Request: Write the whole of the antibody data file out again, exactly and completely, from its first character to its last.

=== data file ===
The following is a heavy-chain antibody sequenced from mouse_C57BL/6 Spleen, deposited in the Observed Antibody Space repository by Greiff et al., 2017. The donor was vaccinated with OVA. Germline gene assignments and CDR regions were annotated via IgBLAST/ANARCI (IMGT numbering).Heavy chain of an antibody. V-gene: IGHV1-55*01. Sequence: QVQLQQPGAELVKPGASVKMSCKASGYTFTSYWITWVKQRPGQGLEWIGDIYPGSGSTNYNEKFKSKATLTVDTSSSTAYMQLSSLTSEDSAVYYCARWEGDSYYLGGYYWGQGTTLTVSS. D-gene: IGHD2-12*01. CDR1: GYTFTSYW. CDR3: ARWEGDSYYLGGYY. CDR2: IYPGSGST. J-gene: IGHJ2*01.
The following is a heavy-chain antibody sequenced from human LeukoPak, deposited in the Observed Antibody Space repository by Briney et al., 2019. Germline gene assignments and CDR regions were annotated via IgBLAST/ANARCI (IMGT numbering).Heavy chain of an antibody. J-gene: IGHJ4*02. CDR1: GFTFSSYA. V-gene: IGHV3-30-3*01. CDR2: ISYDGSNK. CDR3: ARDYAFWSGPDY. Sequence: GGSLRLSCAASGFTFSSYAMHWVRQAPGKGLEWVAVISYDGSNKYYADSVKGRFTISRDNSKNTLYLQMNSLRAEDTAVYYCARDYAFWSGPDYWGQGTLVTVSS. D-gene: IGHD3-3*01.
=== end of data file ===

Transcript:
The following is a heavy-chain antibody sequenced from mouse_C57BL/6 Spleen, deposited in the Observed Antibody Space repository by Greiff et al., 2017. The donor was vaccinated with OVA. Germline gene assignments and CDR regions were annotated via IgBLAST/ANARCI (IMGT numbering).Heavy chain of an antibody. V-gene: IGHV1-55*01. Sequence: QVQLQQPGAELVKPGASVKMSCKASGYTFTSYWITWVKQRPGQGLEWIGDIYPGSGSTNYNEKFKSKATLTVDTSSSTAYMQLSSLTSEDSAVYYCARWEGDSYYLGGYYWGQGTTLTVSS. D-gene: IGHD2-12*01. CDR1: GYTFTSYW. CDR3: ARWEGDSYYLGGYY. CDR2: IYPGSGST. J-gene: IGHJ2*01.
The following is a heavy-chain antibody sequenced from human LeukoPak, deposited in the Observed Antibody Space repository by Briney et al., 2019. Germline gene assignments and CDR regions were annotated via IgBLAST/ANARCI (IMGT numbering).Heavy chain of an antibody. J-gene: IGHJ4*02. CDR1: GFTFSSYA. V-gene: IGHV3-30-3*01. CDR2: ISYDGSNK. CDR3: ARDYAFWSGPDY. Sequence: GGSLRLSCAASGFTFSSYAMHWVRQAPGKGLEWVAVISYDGSNKYYADSVKGRFTISRDNSKNTLYLQMNSLRAEDTAVYYCARDYAFWSGPDYWGQGTLVTVSS. D-gene: IGHD3-3*01.